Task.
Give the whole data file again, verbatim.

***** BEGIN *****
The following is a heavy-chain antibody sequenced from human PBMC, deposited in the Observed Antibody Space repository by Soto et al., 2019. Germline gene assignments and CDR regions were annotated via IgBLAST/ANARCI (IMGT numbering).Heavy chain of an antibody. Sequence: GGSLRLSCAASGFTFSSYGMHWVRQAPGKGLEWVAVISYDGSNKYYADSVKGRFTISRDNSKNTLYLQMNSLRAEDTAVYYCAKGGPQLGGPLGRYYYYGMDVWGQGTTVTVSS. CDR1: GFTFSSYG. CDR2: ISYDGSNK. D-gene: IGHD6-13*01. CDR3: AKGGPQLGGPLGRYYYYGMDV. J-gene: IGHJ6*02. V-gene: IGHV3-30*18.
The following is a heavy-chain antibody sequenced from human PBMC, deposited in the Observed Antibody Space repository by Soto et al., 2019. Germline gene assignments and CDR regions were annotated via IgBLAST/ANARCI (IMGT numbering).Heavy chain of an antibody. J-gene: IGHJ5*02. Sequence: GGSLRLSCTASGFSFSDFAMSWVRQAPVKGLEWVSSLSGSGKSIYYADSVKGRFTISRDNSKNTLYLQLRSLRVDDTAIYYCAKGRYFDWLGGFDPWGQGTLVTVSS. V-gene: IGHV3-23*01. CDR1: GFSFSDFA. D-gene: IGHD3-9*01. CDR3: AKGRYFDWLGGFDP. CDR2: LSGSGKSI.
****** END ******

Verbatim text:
The following is a heavy-chain antibody sequenced from human PBMC, deposited in the Observed Antibody Space repository by Soto et al., 2019. Germline gene assignments and CDR regions were annotated via IgBLAST/ANARCI (IMGT numbering).Heavy chain of an antibody. Sequence: GGSLRLSCAASGFTFSSYGMHWVRQAPGKGLEWVAVISYDGSNKYYADSVKGRFTISRDNSKNTLYLQMNSLRAEDTAVYYCAKGGPQLGGPLGRYYYYGMDVWGQGTTVTVSS. CDR1: GFTFSSYG. CDR2: ISYDGSNK. D-gene: IGHD6-13*01. CDR3: AKGGPQLGGPLGRYYYYGMDV. J-gene: IGHJ6*02. V-gene: IGHV3-30*18.
The following is a heavy-chain antibody sequenced from human PBMC, deposited in the Observed Antibody Space repository by Soto et al., 2019. Germline gene assignments and CDR regions were annotated via IgBLAST/ANARCI (IMGT numbering).Heavy chain of an antibody. J-gene: IGHJ5*02. Sequence: GGSLRLSCTASGFSFSDFAMSWVRQAPVKGLEWVSSLSGSGKSIYYADSVKGRFTISRDNSKNTLYLQLRSLRVDDTAIYYCAKGRYFDWLGGFDPWGQGTLVTVSS. V-gene: IGHV3-23*01. CDR1: GFSFSDFA. D-gene: IGHD3-9*01. CDR3: AKGRYFDWLGGFDP. CDR2: LSGSGKSI.